Originality/value This research was undertakenfor a professional doctorate and has been sent to the
Cabinet Ofce to inform their professionalisation programme. It lled a potential gap in the academic
literature by looking atthe perceived powers, skills and regulatory pressures inplace within the UK central
government and the extent of the current gap between current practice and the delivery of a fully
Keywords Fraud, Professionalism, Regulation, Training, Counter fraud, Legal powers
Paper type Research paper
Fraud is estimated to cost the UK economy £52bn annually,of which £20bn is seen to relate
to the public sector (National Fraud Authority, 2013, p. 2). In 2011, the UK Government
published its strategy to tackle fraud in two principal documents –“Eliminating Public
Received26 January 2017
Accepted2 March 2017
Journalof Financial Crime
Vol.25 No. 2, 2018
pp. 384-399
© Emerald Publishing Limited
DOI 10.1108/JFC-01-2017-0006
The current issue and full text archive of this journal is available on Emerald Insight at:
Sector Fraudand FightingFraud Together[Cabinet Ofce and National Fraud Authority
(NFA),2011a, 2011b].Both documents signalled an intention to decrease the losses to the UK
economy because of fraud and in particular,the £20bn lost to the UK public sector in both
2011 and 2012 (National Fraud Authority, 2012,p.7;National Fraud Authority 2013,p.2).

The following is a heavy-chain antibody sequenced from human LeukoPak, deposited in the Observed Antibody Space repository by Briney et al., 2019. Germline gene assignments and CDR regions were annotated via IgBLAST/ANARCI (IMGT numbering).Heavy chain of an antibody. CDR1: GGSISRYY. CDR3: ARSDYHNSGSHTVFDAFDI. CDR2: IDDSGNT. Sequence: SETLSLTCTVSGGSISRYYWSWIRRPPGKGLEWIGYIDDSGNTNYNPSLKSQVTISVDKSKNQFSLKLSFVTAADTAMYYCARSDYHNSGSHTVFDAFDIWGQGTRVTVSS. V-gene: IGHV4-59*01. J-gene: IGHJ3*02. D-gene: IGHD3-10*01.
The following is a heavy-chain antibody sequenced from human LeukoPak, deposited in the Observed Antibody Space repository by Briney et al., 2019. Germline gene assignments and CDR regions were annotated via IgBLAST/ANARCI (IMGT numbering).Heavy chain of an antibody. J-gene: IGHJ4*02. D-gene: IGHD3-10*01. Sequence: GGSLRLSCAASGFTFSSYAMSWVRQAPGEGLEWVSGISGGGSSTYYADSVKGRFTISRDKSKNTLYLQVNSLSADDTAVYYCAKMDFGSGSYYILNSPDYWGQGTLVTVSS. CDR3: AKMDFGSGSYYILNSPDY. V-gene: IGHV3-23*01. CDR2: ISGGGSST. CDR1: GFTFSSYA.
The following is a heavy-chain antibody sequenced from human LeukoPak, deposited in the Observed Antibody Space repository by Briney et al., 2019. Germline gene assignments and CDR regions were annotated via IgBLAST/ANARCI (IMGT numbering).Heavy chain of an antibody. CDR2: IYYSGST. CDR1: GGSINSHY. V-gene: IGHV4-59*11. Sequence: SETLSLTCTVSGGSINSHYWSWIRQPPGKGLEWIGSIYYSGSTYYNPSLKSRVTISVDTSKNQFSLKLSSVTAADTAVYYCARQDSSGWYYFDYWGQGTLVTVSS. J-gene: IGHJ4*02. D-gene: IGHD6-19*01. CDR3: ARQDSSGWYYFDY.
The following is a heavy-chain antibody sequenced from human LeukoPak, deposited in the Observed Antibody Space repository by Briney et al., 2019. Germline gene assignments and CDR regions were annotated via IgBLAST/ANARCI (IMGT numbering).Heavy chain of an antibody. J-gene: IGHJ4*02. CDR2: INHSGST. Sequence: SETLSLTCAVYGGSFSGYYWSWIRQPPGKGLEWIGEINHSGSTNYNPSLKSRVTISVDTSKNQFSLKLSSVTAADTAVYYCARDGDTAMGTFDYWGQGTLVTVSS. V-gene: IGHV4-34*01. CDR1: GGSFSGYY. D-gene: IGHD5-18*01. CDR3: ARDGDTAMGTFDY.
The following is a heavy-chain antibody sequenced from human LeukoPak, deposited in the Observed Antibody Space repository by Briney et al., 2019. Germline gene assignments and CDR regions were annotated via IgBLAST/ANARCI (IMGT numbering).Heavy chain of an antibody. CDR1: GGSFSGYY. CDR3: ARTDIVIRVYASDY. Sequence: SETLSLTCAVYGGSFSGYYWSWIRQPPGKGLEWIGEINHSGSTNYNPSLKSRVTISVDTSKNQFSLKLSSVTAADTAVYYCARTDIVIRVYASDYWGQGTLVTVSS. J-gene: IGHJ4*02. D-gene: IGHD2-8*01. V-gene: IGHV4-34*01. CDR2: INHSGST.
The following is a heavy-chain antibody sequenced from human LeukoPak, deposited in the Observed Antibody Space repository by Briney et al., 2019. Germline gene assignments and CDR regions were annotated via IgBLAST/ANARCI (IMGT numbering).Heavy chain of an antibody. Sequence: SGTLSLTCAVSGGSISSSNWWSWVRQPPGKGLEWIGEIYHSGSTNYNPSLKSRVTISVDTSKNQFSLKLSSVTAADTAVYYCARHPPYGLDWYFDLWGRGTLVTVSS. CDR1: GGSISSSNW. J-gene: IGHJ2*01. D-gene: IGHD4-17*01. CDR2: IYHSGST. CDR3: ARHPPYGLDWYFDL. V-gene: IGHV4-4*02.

Both documents place a signicant emphasis on fraud awareness and prevention, as
recommended by the Fraud ReviewFinal Report published in July 2006 (Attorney Generals
Ofce, 2006, pp. 8, 116). Both also emphasise the need for improved information on fraud
whether this be improved intelligence on fraudster behaviour and activity (Fighting Fraud
Together) or in the risks and threats faced by individual organisations (Eliminating Public
Sector Fraud).
Eliminating Public SectorFraudalso emphasised the need for a collaborative response
to implementing a zero-tolerance approach to fraud, while Fighting Fraud Together
stressed the need for more effective enforcement activity to detect those committing fraud
and ensure that they receive appropriate sanctions. Limitations on police resources mean
that this approach will need to be delivered by both law enforcement and civilian counter
fraud teams and particularly as fraud is not a policing priority (Home Ofce, 2004;Gannon
and Doig, 2010, p. 39). Each major central government body is required to have a counter
fraud champion to improve knowledge of fraud against Government departments [Cabinet
Ofce and NationalFraud Authority (NFA), 2011b, p. 16].